PHILADELPHIA -- With the final eight games of the 2010 season perhaps the most important of his controversial NFL career, Michael Vick has quietly strengthened himself behind the scenes for a possible big free-agent deal, if he stays healthy and leads the Eagles to the playoffs.
Vick’s agent, Joel Segal, recently joined forces with a French multi-national sports marketing conglomerate called Lagardere Unlimited, which just expanded to larger offices in New York and wants to become a major player in professional sports in the U.S.
Segal is still in a position to be the lead player in the Vick negotiations with the Eagles, or any other NFL team -- right now.
But top executives at Lagardere have been watching the situation closely, and the agency is determined to help Vick, who will be an unrestricted free agent in 2011, achieve the greatest financial reward possible, as soon as possible, according to sources close to Vick’s business dealings.
"Michael will be the most sought after free-agent quarterback on the market in 2011 -- and maybe of the last five years," said a person with direct knowledge of Vick’s business dealings. "He has a chance to get a big payday."
Lagardere acquired BEST (Blue Equity Sports Television), headed by Segal, who also represents Reggie Bush, Chris Johnson and Randy Moss. But Vick was the centerpiece that interested Lagardere, company officials say. Under the deal, Segal remains head of Lagardere’s football group. Segal declined to comment.
“We don’t comment on employees and or clients,” Lagardere chief operating officer Kevin O’Connor said. “We take a very low-key approach.”
Said a rival agent who did not want to be identified: "This is a smart move for Vick. Lagardere is a big operation and they are trying to buy up everything in sight. It gives Michael more clout and a better position from a marketing standpoint."
Unfortunately, the timing for a new deal is not good right now. With the NFL labor negotiations in a state of flux, most teams are taking a conservative approach to renegotiating existing contracts. In the past, the Eagles have been one of the most aggressive teams in seeking long-term contract extensions before a player’s current deal expires -- usually choosing to do such deals in the month of November.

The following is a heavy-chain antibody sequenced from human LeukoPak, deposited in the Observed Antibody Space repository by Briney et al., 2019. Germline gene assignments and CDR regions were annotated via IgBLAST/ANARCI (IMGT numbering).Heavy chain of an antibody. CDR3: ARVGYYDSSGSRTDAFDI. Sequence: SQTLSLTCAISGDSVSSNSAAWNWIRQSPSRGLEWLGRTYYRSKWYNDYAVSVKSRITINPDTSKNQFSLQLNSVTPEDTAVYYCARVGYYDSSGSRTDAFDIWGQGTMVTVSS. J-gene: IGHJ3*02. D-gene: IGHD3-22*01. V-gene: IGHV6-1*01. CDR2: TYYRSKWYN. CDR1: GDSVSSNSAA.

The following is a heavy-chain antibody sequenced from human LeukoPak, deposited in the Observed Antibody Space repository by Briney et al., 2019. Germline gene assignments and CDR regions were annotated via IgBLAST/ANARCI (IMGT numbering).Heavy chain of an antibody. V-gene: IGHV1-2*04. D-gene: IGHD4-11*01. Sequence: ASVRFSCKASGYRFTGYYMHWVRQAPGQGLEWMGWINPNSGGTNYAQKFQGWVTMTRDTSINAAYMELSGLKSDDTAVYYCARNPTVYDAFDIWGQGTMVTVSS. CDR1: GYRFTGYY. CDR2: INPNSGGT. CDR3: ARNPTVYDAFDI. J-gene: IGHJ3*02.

But because of the labor uncertainty, that’s unlikely. Any new deal would have to take into account too many unknowns about the structure of a new collective bargaining agreement with the NFL players’ union.
Moreover, Vick -- who was saved by the Eagles last year and now has saved their season this year -- has to prove he can stay healthy and productive through the final eight games. He already has missed a month because he recklessly dove into the end zone against the Redskins on Oct. 3, resulting in a painful rib injury that could easily be aggravated.
Prior to Sunday’s victory over the Colts, Vick promised to play more conservatively. He didn’t. He scrambled seven times for 73 yards, running out of bounds only once. And he did not slide at end of the others, something the Eagles’ coaching staff has encouraged him to do.
Last Saturday night, Segal was in Philadelphia, meeting with Vick to discuss myriad topics, including his style of play and future. Segal implored him not to be reckless, according to a source with knowledge of the discussion. After the game, Vick said he’s heard everybody talk about his style, but he’s not going to change.
"I think I did a good job of protecting myself at times," said Vick, who leads the NFL in passer rating. "But I’m not going to play this game scared or hesitant or conservative."
With the uncertainty of the labor negotiations and the uncertainty of whether Vick can survive the season, there is no sense of urgency regarding a new deal for the quarterback. The Eagles have an extraordinary insurance policy in Kevin Kolb, who is under contract in 2011. Kolb's presence on the roster is also a powerful bargaining chip for the Eagles. It means they do not have to be in any hurry to sign Vick or necessarily meet his demands.
Of course, if Vick stays healthy for the remaining eight games, leads the Eagles to the playoffs and performs well in the postseason, then the front office will have a difficult time selling to their fan base that they are not going to pay Vick what he wants, and go with Kolb.
The Eagles could always use a franchise tag on Vick -- if such a negotiating instrument is included in the new CBA deal. And there is no telling when a new deal will be reached, which further complicates the timing of things.
In the case of Johnson, Segal was able to get his client a lucrative new deal in this current unstable labor environment. But that was at the start of the season -- doing a new deal now will be a lot more difficult.
But the fact that Segal is now under the powerful umbrella of the Lagardere conglomerate certainly gives Vick more clout.
Sal Paolantonio covers the NFL for ESPN.com